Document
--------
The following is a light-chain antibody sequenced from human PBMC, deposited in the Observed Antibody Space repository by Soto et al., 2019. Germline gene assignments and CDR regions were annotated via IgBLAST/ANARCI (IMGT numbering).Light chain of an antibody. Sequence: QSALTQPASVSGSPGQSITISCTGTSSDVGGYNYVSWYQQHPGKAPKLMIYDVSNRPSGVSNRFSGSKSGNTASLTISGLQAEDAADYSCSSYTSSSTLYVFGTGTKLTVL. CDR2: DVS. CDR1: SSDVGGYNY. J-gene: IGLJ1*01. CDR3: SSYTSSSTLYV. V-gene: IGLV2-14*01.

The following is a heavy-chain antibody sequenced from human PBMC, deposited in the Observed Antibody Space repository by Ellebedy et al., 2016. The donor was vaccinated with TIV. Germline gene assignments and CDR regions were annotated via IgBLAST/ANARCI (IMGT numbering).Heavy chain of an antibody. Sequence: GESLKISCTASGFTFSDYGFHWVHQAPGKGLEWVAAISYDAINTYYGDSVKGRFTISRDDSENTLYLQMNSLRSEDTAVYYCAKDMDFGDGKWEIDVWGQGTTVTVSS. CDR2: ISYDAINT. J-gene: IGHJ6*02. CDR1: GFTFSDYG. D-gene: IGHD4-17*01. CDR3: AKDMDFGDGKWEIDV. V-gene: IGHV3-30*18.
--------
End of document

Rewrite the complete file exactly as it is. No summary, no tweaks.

The following is a light-chain antibody sequenced from human PBMC, deposited in the Observed Antibody Space repository by Soto et al., 2019. Germline gene assignments and CDR regions were annotated via IgBLAST/ANARCI (IMGT numbering).Light chain of an antibody. Sequence: QSALTQPASVSGSPGQSITISCTGTSSDVGGYNYVSWYQQHPGKAPKLMIYDVSNRPSGVSNRFSGSKSGNTASLTISGLQAEDAADYSCSSYTSSSTLYVFGTGTKLTVL. CDR2: DVS. CDR1: SSDVGGYNY. J-gene: IGLJ1*01. CDR3: SSYTSSSTLYV. V-gene: IGLV2-14*01.

The following is a heavy-chain antibody sequenced from human PBMC, deposited in the Observed Antibody Space repository by Ellebedy et al., 2016. The donor was vaccinated with TIV. Germline gene assignments and CDR regions were annotated via IgBLAST/ANARCI (IMGT numbering).Heavy chain of an antibody. Sequence: GESLKISCTASGFTFSDYGFHWVHQAPGKGLEWVAAISYDAINTYYGDSVKGRFTISRDDSENTLYLQMNSLRSEDTAVYYCAKDMDFGDGKWEIDVWGQGTTVTVSS. CDR2: ISYDAINT. J-gene: IGHJ6*02. CDR1: GFTFSDYG. D-gene: IGHD4-17*01. CDR3: AKDMDFGDGKWEIDV. V-gene: IGHV3-30*18.